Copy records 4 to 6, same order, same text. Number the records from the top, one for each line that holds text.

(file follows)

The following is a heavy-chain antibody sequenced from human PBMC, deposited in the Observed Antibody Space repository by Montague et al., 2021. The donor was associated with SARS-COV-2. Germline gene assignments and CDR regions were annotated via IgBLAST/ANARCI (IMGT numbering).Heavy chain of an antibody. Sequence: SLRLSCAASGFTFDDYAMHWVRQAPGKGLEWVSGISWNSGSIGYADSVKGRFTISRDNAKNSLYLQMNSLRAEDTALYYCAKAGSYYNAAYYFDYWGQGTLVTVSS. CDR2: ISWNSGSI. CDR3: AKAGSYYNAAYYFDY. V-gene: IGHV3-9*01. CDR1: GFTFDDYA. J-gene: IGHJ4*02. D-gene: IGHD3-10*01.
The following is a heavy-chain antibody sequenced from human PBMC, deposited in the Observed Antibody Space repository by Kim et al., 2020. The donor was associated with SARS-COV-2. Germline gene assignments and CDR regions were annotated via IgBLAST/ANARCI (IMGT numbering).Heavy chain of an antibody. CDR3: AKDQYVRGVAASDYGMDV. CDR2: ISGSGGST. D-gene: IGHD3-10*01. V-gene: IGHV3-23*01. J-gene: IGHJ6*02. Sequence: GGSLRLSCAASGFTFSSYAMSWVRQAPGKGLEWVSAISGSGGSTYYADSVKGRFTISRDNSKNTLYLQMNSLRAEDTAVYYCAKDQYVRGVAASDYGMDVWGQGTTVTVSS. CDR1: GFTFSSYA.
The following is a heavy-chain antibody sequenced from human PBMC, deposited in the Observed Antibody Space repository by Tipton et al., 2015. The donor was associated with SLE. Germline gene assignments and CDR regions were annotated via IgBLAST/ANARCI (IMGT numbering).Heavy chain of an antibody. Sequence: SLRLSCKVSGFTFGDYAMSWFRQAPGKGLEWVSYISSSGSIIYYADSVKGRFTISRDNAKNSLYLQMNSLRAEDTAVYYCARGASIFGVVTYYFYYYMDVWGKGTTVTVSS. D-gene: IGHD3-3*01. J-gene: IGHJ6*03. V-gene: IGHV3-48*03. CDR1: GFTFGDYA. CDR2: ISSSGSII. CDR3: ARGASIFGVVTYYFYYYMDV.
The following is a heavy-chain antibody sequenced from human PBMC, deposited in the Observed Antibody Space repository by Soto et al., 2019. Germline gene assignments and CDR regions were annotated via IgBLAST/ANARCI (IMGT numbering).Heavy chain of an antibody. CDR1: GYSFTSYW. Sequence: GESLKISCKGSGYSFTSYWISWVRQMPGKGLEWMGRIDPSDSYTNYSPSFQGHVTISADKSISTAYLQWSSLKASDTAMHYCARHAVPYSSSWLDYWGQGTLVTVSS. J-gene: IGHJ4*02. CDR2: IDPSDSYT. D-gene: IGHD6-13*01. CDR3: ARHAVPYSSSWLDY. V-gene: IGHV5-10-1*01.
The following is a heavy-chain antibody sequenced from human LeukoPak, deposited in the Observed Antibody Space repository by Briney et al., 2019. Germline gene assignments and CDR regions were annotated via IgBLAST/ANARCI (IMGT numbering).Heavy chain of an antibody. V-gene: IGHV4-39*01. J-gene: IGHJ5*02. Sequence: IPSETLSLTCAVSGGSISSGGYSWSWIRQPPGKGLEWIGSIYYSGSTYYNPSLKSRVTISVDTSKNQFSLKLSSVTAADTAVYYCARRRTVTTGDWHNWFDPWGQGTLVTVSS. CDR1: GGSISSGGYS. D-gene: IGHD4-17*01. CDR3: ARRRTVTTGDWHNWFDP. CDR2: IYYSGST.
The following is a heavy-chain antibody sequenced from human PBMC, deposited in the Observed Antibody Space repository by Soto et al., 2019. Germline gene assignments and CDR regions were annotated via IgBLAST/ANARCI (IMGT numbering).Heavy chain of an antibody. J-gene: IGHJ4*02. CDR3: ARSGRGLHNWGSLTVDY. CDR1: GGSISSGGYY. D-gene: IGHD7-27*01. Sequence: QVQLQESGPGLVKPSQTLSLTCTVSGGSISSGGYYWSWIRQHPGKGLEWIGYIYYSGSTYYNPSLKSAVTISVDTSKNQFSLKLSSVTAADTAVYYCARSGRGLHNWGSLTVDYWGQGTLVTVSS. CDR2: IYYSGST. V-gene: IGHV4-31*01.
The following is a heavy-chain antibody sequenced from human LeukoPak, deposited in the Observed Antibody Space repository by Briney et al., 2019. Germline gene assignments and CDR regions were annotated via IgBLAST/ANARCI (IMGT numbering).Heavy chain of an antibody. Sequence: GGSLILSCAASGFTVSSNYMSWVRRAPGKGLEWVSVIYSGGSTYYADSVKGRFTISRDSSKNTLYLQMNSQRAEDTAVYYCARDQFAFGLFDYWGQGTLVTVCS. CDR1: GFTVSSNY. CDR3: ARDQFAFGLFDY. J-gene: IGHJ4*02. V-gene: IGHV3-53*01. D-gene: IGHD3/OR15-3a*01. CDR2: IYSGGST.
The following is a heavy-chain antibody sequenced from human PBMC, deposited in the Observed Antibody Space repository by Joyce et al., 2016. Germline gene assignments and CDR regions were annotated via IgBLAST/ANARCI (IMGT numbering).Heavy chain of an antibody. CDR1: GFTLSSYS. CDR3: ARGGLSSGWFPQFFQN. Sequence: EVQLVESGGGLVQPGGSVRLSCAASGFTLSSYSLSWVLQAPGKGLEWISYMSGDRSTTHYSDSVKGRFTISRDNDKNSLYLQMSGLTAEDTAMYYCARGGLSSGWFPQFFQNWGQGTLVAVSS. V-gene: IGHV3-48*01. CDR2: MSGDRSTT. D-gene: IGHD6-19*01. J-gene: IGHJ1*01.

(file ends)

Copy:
The following is a heavy-chain antibody sequenced from human PBMC, deposited in the Observed Antibody Space repository by Soto et al., 2019. Germline gene assignments and CDR regions were annotated via IgBLAST/ANARCI (IMGT numbering).Heavy chain of an antibody. CDR1: GYSFTSYW. Sequence: GESLKISCKGSGYSFTSYWISWVRQMPGKGLEWMGRIDPSDSYTNYSPSFQGHVTISADKSISTAYLQWSSLKASDTAMHYCARHAVPYSSSWLDYWGQGTLVTVSS. J-gene: IGHJ4*02. CDR2: IDPSDSYT. D-gene: IGHD6-13*01. CDR3: ARHAVPYSSSWLDY. V-gene: IGHV5-10-1*01.
The following is a heavy-chain antibody sequenced from human LeukoPak, deposited in the Observed Antibody Space repository by Briney et al., 2019. Germline gene assignments and CDR regions were annotated via IgBLAST/ANARCI (IMGT numbering).Heavy chain of an antibody. V-gene: IGHV4-39*01. J-gene: IGHJ5*02. Sequence: IPSETLSLTCAVSGGSISSGGYSWSWIRQPPGKGLEWIGSIYYSGSTYYNPSLKSRVTISVDTSKNQFSLKLSSVTAADTAVYYCARRRTVTTGDWHNWFDPWGQGTLVTVSS. CDR1: GGSISSGGYS. D-gene: IGHD4-17*01. CDR3: ARRRTVTTGDWHNWFDP. CDR2: IYYSGST.
The following is a heavy-chain antibody sequenced from human PBMC, deposited in the Observed Antibody Space repository by Soto et al., 2019. Germline gene assignments and CDR regions were annotated via IgBLAST/ANARCI (IMGT numbering).Heavy chain of an antibody. J-gene: IGHJ4*02. CDR3: ARSGRGLHNWGSLTVDY. CDR1: GGSISSGGYY. D-gene: IGHD7-27*01. Sequence: QVQLQESGPGLVKPSQTLSLTCTVSGGSISSGGYYWSWIRQHPGKGLEWIGYIYYSGSTYYNPSLKSAVTISVDTSKNQFSLKLSSVTAADTAVYYCARSGRGLHNWGSLTVDYWGQGTLVTVSS. CDR2: IYYSGST. V-gene: IGHV4-31*01.